Diabetes: The unusual sign of high blood sugar in the eyes – ‘Lesser-known symptom’

Diabetes: The unusual sign of high blood sugar in the eyes – ‘Lesser-known symptom’

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Diabetes is a condition that is characterised either by the body’s inability to respond to, or produce insulin. The eventual outcome of this is chronically high blood sugar levels that damage the nervous system and organs, causing unwanted complications. Although diabetes has few connections to clinical symptoms, levels of ‘advanced’ blood sugar could manifest in different parts of the body. One sign in the eyes could be indicative of high blood sugar.

The complications associated with prolonged high blood sugar levels are often concentrated in the feet.

This is because the nerves in the foot are more sensitive to touch, enabling heightened awareness of damage.

Pain, tingling, and infections are all symptoms of high blood sugar, but so is better eyesight.

According to The Joint Chiropractic’s website, an unusual and sudden improvement of eyesight could be one of the unusual signs of high blood sugar.

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“Sudden improvement of eyesight isn’t necessarily a good thing,” explains the body.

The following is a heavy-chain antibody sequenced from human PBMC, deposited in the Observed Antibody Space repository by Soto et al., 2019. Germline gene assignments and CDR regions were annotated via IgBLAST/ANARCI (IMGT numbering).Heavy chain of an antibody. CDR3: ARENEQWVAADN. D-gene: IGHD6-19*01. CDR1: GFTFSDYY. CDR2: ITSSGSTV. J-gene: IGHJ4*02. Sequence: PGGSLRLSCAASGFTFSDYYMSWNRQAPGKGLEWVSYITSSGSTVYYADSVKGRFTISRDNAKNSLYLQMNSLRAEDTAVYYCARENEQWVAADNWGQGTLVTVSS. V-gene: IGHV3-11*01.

“These irregular blood sugar levels can make your vision irregular […].

“Your sight may actually seem better with elevated blood sugar levels, and worse when they are normal.

“This is just another reason to talk to your doctor about checking for diabetes.”

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The Sight and Hearing Foundation of Southern California explains that a sudden improvement in eyesight could be related to the fluid inside the eyes.

The health body explains that high blood sugar can cause sudden changes in fluid levels throughout the body.

And the eyes are no exception, particularly because they comprise chambers filled with thin watery fluid.

“This fluids helps your eye maintain its shape. Any changes in those fluid levels can impact your eyesight, making it better or worse,” explains the health body.

High blood sugar is the culprit behind the bad reputation of diabetes because it progressively sets the body up for heart disease.

The longer sugar levels are left untamed, the greater the risk they pose to one’s health.

In the worst-case scenario, the nerves in the limbs can become so damaged that amputation is required.

Other complications that diabetics are predisposed to include stroke and heart attack, so managing blood sugar levels efficiently is paramount.

How to avoid diabetes

Managing high blood sugar is the mainstay of diabetes management, and this is done mainly through diet.

Exercise can also help, with the NHS recommending lower intensity sports for longer-lasting effects.

“Moderate exercise that lasts a while, like walking or cycling, can cause a slow drop in blood glucose levels,” explains the health body.

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